Short deadline for the salmon industry

The Fish Site
by The Fish Site
13 September 2006, at 1:00am

NORWAY - Before too long, the salmon industry will be prohibited from using CO2 when slaughtering salmon. But what will it use instead?

Short deadline for the salmon industry - NORWAY - Before too long, the salmon industry will be prohibited from using CO2 when slaughtering salmon. But what will it use instead?

Ever since salmon farming became a considerable food production industry in the late 1970s, carbon dioxide (CO2) has been used as an anaesthetic before bleeding and killing the fish. But this method involves stress for the fish.

Away with CO2

"The salmon actually tries to jump out of the tank that has been added CO2", says Senior Scientist Kjell Midling at Fiskeriforskning.

The authorities are concerned about the welfare of the fish both while it is at the fish farm and when it is going to be slaughtered and sent out in the market. Good fish welfare also results in better quality of the finished product.

The authorities are issuing a new slaughterhouse regulation, and it will soon be illegal to use CO2 as an anaesthetic. This means that most of the approved salmon slaughterhouses in Norway, which together slaughter around 600 million kilos of salmon annually, are facing extensive changes in production.

"The transition from CO2 anaesthesia will perhaps become the greatest challenge for the Norwegian aquaculture industry in 2007", says Midling.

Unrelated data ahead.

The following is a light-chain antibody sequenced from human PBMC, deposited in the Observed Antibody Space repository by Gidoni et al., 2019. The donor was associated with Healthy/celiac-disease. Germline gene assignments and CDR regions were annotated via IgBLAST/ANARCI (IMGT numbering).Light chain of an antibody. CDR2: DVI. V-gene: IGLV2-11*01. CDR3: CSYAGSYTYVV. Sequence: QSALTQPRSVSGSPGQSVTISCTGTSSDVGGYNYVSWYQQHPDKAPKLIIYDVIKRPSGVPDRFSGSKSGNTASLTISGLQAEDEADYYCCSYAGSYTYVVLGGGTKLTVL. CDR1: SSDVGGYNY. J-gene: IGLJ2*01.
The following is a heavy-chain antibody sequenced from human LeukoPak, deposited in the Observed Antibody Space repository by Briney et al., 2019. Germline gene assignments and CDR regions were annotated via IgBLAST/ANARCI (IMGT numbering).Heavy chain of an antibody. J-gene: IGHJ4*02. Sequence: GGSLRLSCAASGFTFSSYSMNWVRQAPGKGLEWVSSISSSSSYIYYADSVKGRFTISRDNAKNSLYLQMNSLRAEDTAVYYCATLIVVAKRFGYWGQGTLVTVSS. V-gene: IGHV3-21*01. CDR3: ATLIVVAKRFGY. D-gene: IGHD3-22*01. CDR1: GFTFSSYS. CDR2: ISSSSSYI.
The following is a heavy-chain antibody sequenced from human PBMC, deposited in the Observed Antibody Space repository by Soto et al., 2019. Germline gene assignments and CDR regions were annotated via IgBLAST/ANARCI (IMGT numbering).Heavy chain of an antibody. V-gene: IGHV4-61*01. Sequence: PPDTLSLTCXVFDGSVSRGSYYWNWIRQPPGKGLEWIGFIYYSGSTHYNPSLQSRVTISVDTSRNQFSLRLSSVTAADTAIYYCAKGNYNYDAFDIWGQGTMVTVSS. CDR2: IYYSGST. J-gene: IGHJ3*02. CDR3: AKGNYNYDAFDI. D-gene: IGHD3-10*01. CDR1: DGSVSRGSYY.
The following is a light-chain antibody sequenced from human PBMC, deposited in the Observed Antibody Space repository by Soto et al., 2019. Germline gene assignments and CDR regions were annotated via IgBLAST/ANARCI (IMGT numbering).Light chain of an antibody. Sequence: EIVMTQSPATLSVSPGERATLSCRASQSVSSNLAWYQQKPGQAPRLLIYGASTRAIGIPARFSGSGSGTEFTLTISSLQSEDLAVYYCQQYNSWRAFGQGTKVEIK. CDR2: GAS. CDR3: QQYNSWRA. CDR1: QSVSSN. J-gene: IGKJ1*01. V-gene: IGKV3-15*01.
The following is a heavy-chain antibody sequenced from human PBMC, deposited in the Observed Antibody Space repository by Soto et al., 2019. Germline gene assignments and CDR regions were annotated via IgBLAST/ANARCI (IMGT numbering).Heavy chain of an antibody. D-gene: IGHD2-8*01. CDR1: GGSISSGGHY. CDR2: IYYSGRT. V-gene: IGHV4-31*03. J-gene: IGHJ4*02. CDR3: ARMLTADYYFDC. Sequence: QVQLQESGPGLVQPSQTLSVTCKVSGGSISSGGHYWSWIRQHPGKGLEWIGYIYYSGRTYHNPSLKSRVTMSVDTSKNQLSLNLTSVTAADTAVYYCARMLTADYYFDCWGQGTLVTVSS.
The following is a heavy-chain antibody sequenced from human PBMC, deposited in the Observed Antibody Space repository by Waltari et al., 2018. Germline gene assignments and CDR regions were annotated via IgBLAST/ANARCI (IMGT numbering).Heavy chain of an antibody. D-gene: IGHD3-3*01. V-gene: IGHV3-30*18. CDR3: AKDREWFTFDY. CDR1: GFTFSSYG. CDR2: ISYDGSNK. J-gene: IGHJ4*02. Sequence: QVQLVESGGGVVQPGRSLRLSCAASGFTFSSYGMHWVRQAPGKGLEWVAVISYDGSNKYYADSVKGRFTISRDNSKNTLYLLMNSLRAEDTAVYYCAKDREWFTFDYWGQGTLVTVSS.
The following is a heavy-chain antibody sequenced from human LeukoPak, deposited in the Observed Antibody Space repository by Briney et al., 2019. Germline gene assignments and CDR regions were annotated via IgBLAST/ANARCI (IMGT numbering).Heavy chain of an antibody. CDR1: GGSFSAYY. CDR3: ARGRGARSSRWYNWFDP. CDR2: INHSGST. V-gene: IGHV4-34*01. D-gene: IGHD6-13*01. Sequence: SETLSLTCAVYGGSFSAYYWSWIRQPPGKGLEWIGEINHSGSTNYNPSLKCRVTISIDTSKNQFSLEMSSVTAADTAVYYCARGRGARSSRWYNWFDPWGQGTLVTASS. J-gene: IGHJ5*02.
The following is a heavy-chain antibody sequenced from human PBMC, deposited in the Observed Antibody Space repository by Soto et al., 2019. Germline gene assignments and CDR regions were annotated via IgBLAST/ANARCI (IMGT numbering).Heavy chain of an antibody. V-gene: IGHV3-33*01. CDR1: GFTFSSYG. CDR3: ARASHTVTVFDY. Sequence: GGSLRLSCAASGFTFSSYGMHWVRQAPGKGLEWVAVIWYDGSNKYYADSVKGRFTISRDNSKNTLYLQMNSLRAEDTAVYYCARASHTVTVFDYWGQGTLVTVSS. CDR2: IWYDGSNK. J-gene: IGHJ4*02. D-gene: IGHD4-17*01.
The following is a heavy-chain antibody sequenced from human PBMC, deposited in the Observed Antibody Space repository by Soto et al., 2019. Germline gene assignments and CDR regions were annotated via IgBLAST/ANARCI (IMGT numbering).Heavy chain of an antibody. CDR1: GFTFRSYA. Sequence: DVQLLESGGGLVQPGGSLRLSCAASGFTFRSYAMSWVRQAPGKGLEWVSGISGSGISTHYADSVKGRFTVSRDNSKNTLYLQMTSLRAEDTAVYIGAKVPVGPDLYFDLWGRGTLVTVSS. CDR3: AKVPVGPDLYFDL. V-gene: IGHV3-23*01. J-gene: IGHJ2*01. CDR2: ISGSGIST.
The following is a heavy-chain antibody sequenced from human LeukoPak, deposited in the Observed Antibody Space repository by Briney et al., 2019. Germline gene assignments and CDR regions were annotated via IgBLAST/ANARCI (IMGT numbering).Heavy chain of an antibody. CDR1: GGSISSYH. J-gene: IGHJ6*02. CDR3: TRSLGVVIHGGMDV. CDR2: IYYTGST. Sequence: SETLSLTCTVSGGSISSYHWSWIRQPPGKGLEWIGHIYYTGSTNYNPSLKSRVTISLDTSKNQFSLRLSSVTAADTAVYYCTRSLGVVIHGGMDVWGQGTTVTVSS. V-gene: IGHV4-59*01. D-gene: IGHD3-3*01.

Electrical anaesthesia can cause stress or injuries

After anaesthetising and killing, the scientists measure, amongst other things, the firmness, temperature and acidity to study the quality of the fish. Photo: Fiskeriforskning.

Scientists at Fiskeriforskning are well underway with a project to evaluate three Norwegian methods that use electricity instead of CO2 to anaesthetise the salmon before slaughter.

The results show that there is still a way to go before electrical anaesthesia satisfies the requirements for instantaneous anaesthetisation while simultaneously resulting in a salmon with the best possible quality.

"The evaluations at the slaughterhouses showed that fish that were killed using high voltage had severe muscle contractions, many had their spines broken, and there was blood in the fillets."

At too low voltage, the salmon was not anaesthetised but, rather, very stressed and exhausted. This goes against the requirements for instantaneous anaesthetisation and merciful killing, in addition to resulting in a poorer quality fish.

Faster anaesthesia by a hard blow to the head?

The scientists are now testing equipment that anaesthetises the fish by a hard blow to its head. At the Troms Aquaculture Research Station in Skulgambukt outside Troms, an Australian system will also be tested.

"The principle behind the new system is that the fish swims into a canal where it is rendered unconscious by a machine that gives it a quick blow to the head", says Midling in closing.

Previous studies show that after using CO2 on the fish, it only takes about two hours from the time of killing until rigor mortis sets in. When the fish is stunned by a blow to the head, it can take considerably longer before this happens, and this gives the fillet manufacturers more time to process the raw materials.

The studies will be completed during the autumn. They are financed by the Fishery and Aquaculture Industry Research Fund as a part of the programme "Action Plan Salmon". The research is a collaboration between Fiskeriforskning and the National Veterinary Institute.

Would you like further information about this project?

Please contact Senior Scientist Kjell Midling, dir. tel. (+47) 77 62 90 13

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